The only surprise about last week, when one investor cut his losses with Harlequins and another issued a dire warning about the game's financial standing, is that it should have come as such a surprise to so many. Anyone capable of mastering the two times table could have foreseen the consequences of rugby's spending spree.
It is just possible, however, that John Beckwith's divorce from Harlequins and Nigel Wray's bleak financial prognosis will prove to be a watershed. Common sense must now prevail. The fact that Harlequins have ended up with even more money to squander as a result of Beckwith's decision to bale out, cannot conceal the grave position facing them and many other clubs.
Whatever he may say in public, Beckwith's association with Harlequins was probably the worst deal he has ever done and it is a measure of his skill as a businessman that he emerged unscathed. As someone who is passionately committed to the development of sport among the young, he must be saddened that Harlequins are now going to spend almost half their million-pound bonus on Zinzan Brooke, who is so far into the twilight of his career that he is unrecognisable as the world's most naturally gifted forward. How much more profitably could that money have been spent on nurturing home grown young talent? What possible benefits will Brooke bring to English rugby? For the player himself, of course, it is the handsomest of pension plans.
By their actions, Harlequins have highlighted almost everything that is wrong with the professional game at club level - blinkered self-interest, short-term gain and poor business practice.
In my frequent rants on the subject during the past year I have been accused of bigotry and much worse in my attitude to the leading clubs and I maintain that much of what they have done has been unforgivable. It is also true, however, that in their attempts to improve standards and raise the profile of the club game, they have achieved an extraordinary amount in a short time. Watching the European Cup matches between Bath and Brive and Leicester and Toulouse this season has been a joy. It provided spectacle, entertainment, skill and genuine competition. No one could ask for more. The game as it was played then has a tremendous future, and many other sports would sell their souls for the profile and media hype surrounding rugby union.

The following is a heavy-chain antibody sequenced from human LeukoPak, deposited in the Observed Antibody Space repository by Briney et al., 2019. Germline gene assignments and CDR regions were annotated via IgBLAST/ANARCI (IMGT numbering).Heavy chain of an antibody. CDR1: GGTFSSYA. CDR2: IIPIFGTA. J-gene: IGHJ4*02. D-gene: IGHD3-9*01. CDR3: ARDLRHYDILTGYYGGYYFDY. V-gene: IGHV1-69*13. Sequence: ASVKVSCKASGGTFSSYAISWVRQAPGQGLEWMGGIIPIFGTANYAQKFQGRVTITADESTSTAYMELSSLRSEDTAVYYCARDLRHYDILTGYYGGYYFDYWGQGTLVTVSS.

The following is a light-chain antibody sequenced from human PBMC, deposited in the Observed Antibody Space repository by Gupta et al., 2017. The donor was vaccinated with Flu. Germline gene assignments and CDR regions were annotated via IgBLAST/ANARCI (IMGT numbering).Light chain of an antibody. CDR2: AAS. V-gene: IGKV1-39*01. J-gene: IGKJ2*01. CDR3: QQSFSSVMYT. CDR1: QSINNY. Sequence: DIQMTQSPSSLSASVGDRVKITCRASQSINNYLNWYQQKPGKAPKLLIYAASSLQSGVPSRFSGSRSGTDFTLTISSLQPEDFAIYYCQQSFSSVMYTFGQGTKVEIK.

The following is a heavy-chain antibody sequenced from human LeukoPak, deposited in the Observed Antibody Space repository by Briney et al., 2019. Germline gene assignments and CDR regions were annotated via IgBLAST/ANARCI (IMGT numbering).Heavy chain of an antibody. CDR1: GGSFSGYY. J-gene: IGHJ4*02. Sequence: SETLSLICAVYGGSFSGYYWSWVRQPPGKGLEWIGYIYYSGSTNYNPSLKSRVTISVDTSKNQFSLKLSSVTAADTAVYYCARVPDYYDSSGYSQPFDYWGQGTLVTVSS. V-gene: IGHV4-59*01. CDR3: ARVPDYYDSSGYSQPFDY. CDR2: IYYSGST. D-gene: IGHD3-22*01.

The problem is that at a time when there is so much solid ground upon which to build, the foundations are in danger of crumbling. What should be an irresistible force is fast becoming an unsupportable debt. Before any worthwhile dialogue can begin between the clubs and the Rugby Football Union, there must be the very clear appreciation that so much of rugby's position in the market place at the lower levels depends on the success of the national side. Without that, the profile of the game will plummet and with it the interest.
Nigel Wray, the owner of Saracens, has made the point that no professional club can survive in the present structure of a season so absurdly fragmented, and he is right. But even if Saracens were to play at home every week, there still wouldn't be enough people through the turnstiles to pay the wage bill. Rugby clubs, unlike their football cousins, cannot, and I don't believe ever will, be financially independent of the governing body. The very fact that the leading clubs are having a whip- round to pay for terrestrial television coverage of their own domestic competitions is evidence of their lack of appeal in isolation from headquarters.
If the game is to move forward, it has to be in a spirit of co-operation and understanding between the two parties. Last week there were meetings between the RFU and the clubs from the first and second divisions which were pleasantly free of the discord of last season. Cliff Brittle, who this time last year was being paraded on the RFU's disinformation highway as the largest dinosaur in captivity, is at last being given a chance to show himself in his true colours. But that will come as no surprise to regular readers of this column.
In the outside world there are men with vast experience and creative genius, who are willing and able to help the game. The involvement of Wray in the consultation progress for the RFU's chief executive is to be welcomed. He is a man who is devoted to sport and his love of it transcends his basic business instincts to make money. What he cannot and will not do, however, is to pour money into an enterprise which has no future.
Rugby's priority now is to find common ground. The old Epruc and the new English Rugby Partnership have proved to be a hopelessly inadequate forum for peaceful and prosperous coexistence. A more efficient body will have to be established to run the professional game. There will have to be a properly structured season with a sensible balance between club and international rugby. Above all, there will have to be a complete overhaul of the wage structure.
Lowering the expectation levels of players who are being paid a king's ransom won't be easy, but it will have to be done. It is preposterous that there should be two paymasters, club and country, paying six-figure sums. It certainly doesn't happen in football, where England's players last night were on pounds 1,500 a man. Equally important will be a review of the number of clubs capable of surviving in the professional game.
There is so much to be done and so little time in which to do it, but we can only hope that last week will have knocked some sense into the heads that matter.Reuse content